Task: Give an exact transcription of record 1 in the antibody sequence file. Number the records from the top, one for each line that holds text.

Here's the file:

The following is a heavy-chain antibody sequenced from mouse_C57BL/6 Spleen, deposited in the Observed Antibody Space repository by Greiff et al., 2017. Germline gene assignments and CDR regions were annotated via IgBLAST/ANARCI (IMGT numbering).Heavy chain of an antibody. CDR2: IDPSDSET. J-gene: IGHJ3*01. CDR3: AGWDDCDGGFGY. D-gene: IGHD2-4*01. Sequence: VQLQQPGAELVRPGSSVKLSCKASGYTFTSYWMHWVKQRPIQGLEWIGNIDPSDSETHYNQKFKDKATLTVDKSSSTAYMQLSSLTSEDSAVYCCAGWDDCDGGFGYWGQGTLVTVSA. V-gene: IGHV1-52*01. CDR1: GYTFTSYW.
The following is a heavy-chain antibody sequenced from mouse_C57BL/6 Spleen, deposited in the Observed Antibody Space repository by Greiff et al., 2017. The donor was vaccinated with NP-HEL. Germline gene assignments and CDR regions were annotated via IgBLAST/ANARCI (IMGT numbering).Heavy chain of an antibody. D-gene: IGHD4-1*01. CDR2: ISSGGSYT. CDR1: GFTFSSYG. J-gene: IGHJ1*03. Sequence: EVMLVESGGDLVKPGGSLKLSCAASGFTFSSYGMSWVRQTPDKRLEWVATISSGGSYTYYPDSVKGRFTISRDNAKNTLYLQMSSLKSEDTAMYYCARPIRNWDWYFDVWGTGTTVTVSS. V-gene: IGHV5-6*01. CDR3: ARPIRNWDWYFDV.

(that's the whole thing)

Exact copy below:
The following is a heavy-chain antibody sequenced from mouse_C57BL/6 Spleen, deposited in the Observed Antibody Space repository by Greiff et al., 2017. Germline gene assignments and CDR regions were annotated via IgBLAST/ANARCI (IMGT numbering).Heavy chain of an antibody. CDR2: IDPSDSET. J-gene: IGHJ3*01. CDR3: AGWDDCDGGFGY. D-gene: IGHD2-4*01. Sequence: VQLQQPGAELVRPGSSVKLSCKASGYTFTSYWMHWVKQRPIQGLEWIGNIDPSDSETHYNQKFKDKATLTVDKSSSTAYMQLSSLTSEDSAVYCCAGWDDCDGGFGYWGQGTLVTVSA. V-gene: IGHV1-52*01. CDR1: GYTFTSYW.